The St. Damiano Cross

San Damiano Cross

The San Damiano Cross is the one St. Francis was praying before when he received the commission from the Lord to rebuild the Church. The original cross presently hangs in Santa Chiarra (St. Clare) Church in Assisi, Italy. All Franciscans cherish his cross as the symbol of their mission from God.

Type of cross: The cross is called an icon cross because it contains images of people who have a part in the meaning of the cross. The tradition of such crosses began in the eastern Church and was transported by Serbian monks to the Umbria district of Italy. The San Damiano Cross was one of a number of crosses painted with similar figures during the 12th century in Umbria. The name of the painter is unknown. The purpose of an icon cross was to teach the meaning of the event depicted and thereby strengthen the faith of the people. These conclusions have been reached based on a thorough study of the history of the cross and the literature concerning it. Very little literature is available in English. Most of it can only be read in Italian or French. The author also found it very helpful to compare the cross to similar crosses in Umbrian art. Finally, much of the English literature on the cross is faulty in its analysis since it dates back to sources prior to 1938 when the cross was restored to its original depiction. The cross pictured on the cover of Perspectives is a reproduction of the one St. Francis was praying before when he received the commission from the Lord to rebuild the Church. The original cross, fashioned about 1100, hangs in Santa Chiara Church in Assisi. When in 1257, the Poor Clares moved to Santa Chiara, they took the San Damiano Cross with them and still guard it with great solicitude. The crucifix now hanging over the altar of the ancient church of San Damiano is a copy. All Franciscans cherish this cross as the symbol of their mission from God to commit our lives and resources to renew and rebuild the Church in the power of God.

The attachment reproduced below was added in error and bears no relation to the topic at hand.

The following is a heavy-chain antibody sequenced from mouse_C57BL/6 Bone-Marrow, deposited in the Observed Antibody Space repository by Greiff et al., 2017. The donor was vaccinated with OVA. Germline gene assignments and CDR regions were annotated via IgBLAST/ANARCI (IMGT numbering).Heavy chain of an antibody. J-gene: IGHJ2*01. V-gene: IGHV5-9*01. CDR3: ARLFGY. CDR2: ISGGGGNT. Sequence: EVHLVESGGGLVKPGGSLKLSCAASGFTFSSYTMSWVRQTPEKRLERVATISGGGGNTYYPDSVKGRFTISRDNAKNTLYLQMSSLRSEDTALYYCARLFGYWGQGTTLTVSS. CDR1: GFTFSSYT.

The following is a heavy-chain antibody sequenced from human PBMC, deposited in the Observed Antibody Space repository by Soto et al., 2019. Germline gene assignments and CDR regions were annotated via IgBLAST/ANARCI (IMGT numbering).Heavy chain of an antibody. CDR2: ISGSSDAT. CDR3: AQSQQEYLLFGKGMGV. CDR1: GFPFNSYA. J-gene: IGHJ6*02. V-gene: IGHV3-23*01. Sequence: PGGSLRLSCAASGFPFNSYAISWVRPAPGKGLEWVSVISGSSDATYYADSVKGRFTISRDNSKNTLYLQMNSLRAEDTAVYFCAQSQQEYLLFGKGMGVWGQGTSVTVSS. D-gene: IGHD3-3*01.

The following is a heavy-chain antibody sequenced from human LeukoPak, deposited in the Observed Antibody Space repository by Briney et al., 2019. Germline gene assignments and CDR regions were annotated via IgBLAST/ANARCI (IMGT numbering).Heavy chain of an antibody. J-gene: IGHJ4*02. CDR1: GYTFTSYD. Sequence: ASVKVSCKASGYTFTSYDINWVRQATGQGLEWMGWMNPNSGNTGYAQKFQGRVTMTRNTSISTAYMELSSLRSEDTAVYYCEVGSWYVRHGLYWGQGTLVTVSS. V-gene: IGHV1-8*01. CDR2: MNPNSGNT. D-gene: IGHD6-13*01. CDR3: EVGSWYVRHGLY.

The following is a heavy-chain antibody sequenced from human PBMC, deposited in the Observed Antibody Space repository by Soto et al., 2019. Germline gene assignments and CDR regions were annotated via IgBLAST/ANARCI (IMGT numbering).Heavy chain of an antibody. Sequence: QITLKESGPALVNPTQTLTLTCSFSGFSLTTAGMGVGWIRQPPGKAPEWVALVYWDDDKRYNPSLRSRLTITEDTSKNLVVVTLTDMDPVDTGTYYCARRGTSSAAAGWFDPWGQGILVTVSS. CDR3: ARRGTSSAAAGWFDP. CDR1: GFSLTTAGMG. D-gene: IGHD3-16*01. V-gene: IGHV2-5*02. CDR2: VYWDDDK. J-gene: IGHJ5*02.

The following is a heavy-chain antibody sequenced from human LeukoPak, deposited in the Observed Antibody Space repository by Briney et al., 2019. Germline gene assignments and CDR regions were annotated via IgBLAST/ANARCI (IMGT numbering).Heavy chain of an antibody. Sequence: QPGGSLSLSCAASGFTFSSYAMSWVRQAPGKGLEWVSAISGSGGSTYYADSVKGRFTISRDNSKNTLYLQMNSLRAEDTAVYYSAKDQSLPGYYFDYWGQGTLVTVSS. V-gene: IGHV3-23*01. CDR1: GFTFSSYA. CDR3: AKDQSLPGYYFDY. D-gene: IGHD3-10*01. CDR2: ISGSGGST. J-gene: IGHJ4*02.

Christ Crucified: Jesus Christ is represented both as wounded and strong. He stands upright and resolute. His halo already includes the pictures of the glorified cross. The bright white of the Lord’s body contrasts with the dark red and black around it and, therefore, accentuates the prominence of Jesus. He projects the life of divine nature in a body pierced by nails in the hands and feet, by the crown of thorns on his head, and by the soldier’s lance in his side. This representation contrasts with the regal Christ portrayed on the cross in earlier centuries and the suffering, dying, crucified Christ depicted generally throughout the church beginning throughout the 14th century. Christ is represented in full stature while all the others are smaller in stature. Above the head of Christ is the inscription in Latin: Jesus of Nazareth, King of the Jews.